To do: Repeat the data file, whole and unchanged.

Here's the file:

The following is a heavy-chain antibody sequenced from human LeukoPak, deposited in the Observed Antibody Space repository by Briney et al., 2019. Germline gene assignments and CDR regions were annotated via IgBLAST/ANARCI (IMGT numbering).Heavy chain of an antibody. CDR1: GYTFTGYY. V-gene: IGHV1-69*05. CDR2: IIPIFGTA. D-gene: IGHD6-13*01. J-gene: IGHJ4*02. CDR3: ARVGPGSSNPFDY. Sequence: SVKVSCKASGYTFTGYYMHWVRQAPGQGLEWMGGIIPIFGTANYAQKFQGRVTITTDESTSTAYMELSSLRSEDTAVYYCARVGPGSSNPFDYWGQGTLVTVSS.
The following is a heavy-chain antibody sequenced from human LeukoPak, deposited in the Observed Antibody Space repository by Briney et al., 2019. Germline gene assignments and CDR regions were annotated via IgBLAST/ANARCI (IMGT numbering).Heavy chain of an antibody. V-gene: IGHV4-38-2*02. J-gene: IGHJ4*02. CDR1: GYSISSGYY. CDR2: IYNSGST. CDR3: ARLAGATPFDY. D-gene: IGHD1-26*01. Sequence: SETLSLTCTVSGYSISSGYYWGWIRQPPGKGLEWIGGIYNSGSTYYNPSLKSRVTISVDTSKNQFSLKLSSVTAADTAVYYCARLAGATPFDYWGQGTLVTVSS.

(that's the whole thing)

The following is a heavy-chain antibody sequenced from human LeukoPak, deposited in the Observed Antibody Space repository by Briney et al., 2019. Germline gene assignments and CDR regions were annotated via IgBLAST/ANARCI (IMGT numbering).Heavy chain of an antibody. CDR1: GYTFTGYY. V-gene: IGHV1-69*05. CDR2: IIPIFGTA. D-gene: IGHD6-13*01. J-gene: IGHJ4*02. CDR3: ARVGPGSSNPFDY. Sequence: SVKVSCKASGYTFTGYYMHWVRQAPGQGLEWMGGIIPIFGTANYAQKFQGRVTITTDESTSTAYMELSSLRSEDTAVYYCARVGPGSSNPFDYWGQGTLVTVSS.
The following is a heavy-chain antibody sequenced from human LeukoPak, deposited in the Observed Antibody Space repository by Briney et al., 2019. Germline gene assignments and CDR regions were annotated via IgBLAST/ANARCI (IMGT numbering).Heavy chain of an antibody. V-gene: IGHV4-38-2*02. J-gene: IGHJ4*02. CDR1: GYSISSGYY. CDR2: IYNSGST. CDR3: ARLAGATPFDY. D-gene: IGHD1-26*01. Sequence: SETLSLTCTVSGYSISSGYYWGWIRQPPGKGLEWIGGIYNSGSTYYNPSLKSRVTISVDTSKNQFSLKLSSVTAADTAVYYCARLAGATPFDYWGQGTLVTVSS.